Tuesday, May 3, 2011

May 2nd 2011 playlist + On Record Store Day

Shipping News - The March Song (Very Soon, and in Pleasant Company)
Reflektionss - Violence Routine
Ken Seeno - Rare Moon on the Horizon (Open Window CS)
EMA - Marked (Past Life Martyred Saints)
Lab Coast - All Right (Picures on the Wall)
Kestrels - What Happens (The Solipsist EP)
The For Carnation - Preparing to Receive You (Marshmallows)
Unwound - Side Effects of Being Tired + What Went Wrong (Challenge for a Civilized Society)
Low - Dinosaur Act (Things We Lost in the Fire)

      I've begun to amass a bunch of writings that the publications I write for haven't published, so I figured that I might as well post these pieces myself. These will mostly be editorials and reviews. Here's one that I wrote about Record Store Day, as a record store clerk:

     As you sweaty-palmed vinyl fetishists likely know, Record Store Day happened on April 16th. Working as a clerk at an independent record store for the past several years, I’ve noticed a distinct shift in what RSD seems to be about and, fittingly, have had a shifting relationship towards it. Undeniably, the sales from RSD are an utter pleasure to see, with the store I work at breaking an all-time sales record within hours. However, the focus on so-called “exclusive” RSD releases has become quite disputable—if RSD was formed to celebrate the independent record store and the people who support them, I have one major question that, especially after this year’s smattering of exclusive vinyl, begs to be answered:
     What the hell is with all of the nonsensical major releases that are clogging up the racks? I’m not just talking expensive Pearl Jam reissues, Deftones covers LPs, and expensive split singles that have no right to be pressed in 2011 (i.e, Mastodon with ZZ Top), but also the throwaway nature of these tossed-off products—since people go bananas for limited edition records, we’ve seen such pointless and gratuitous releases such as a 78RPM Beach Boys single, an “alternate takes” collection of Flying Lotus tracks from last year and, let’s not forget, the indie-store-only release of a Lady Gaga picture disc! I’d like to say it’s just the store I work at, but as a regular patron of at least four record stores in Calgary for many years, I can assure you: record stores have not stayed afloat this past decade by stocking overpriced Pearl Jam reissues.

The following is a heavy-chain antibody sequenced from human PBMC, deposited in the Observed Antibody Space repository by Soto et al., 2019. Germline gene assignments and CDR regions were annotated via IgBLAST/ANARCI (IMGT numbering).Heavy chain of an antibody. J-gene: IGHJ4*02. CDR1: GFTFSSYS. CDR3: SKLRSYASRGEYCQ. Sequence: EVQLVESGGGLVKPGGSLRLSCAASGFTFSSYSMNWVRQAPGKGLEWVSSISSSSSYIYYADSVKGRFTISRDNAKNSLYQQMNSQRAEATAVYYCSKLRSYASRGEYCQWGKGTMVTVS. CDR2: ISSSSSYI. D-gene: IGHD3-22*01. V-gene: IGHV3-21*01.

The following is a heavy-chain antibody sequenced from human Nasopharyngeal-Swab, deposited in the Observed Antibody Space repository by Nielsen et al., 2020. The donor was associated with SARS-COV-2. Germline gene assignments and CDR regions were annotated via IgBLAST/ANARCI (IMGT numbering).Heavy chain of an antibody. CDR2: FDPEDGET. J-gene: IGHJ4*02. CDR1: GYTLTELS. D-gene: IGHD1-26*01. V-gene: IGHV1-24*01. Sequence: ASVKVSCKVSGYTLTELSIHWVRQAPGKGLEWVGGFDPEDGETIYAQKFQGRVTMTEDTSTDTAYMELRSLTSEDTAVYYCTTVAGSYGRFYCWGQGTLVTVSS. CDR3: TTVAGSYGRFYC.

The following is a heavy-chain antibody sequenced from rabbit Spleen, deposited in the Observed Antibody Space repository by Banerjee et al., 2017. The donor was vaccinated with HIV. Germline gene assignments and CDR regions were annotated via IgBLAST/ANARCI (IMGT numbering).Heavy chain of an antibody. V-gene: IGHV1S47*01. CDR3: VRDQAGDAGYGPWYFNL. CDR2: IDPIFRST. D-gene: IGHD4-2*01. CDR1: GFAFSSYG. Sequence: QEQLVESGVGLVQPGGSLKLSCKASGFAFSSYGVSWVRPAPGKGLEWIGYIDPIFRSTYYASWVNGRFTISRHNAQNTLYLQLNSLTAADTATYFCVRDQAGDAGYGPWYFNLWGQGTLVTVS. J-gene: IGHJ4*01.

Major label involvement in RSD has been steadily growing, hence the influx of new, low-substance releases. It’s to be expected, and it’s problematic—the worst example was last year’s “second record store day” in November—a.k.a, Black Friday—where Warner Bros. and Co. released a gluttony of “super limited & exclusive” releases that nobody really gave a shit about. I’m happy that customers were smart enough to not grab a forty dollar live Metallica 10”, but I’m also disappointed that such a neat idea is already being perverted by corporate eye—and, y’know, that we’ve got a forty dollar Metallica live record permanently in stock.
     This becomes problematic in that it perpetuates an age-old cycle—that is, interesting releases by indie labels being overshadowed by the almighty dollar, or: mall syndrome and the major music chain! Folks, there’s a reason the chain stores have gone under, and now it’s being repackaged for the public to lap up once again—this time, it’s “exclusive”. The intentions may be good, but the independent record store is a different beast than HMV. The people who have always supported indie shops are smart, selective record buyers—they’re not going to purchase garbage, even if it’s “limited” to a thousand copies.
The pessimist in me looks at the massively inflated prices these exclusives snatch up immediately on eBay, yet the oft-shrouded optimist thinks we may see another release like Thrill Jockey’s Record Storeism, an RSD exclusive that came out two years ago featuring a hand-made zine packed full of interviews with notable indie musicians/store clerks/etc—a release that was fun and truly celebrated the indie stores, as opposed to being a trivial commodity of corporate eBay-bait. But hey, maybe I just miss being able to say “go to the mall” when asked about Pearl Jam. Regardless, Calgary showed some love to its record stores this month and, for that, I thank you.

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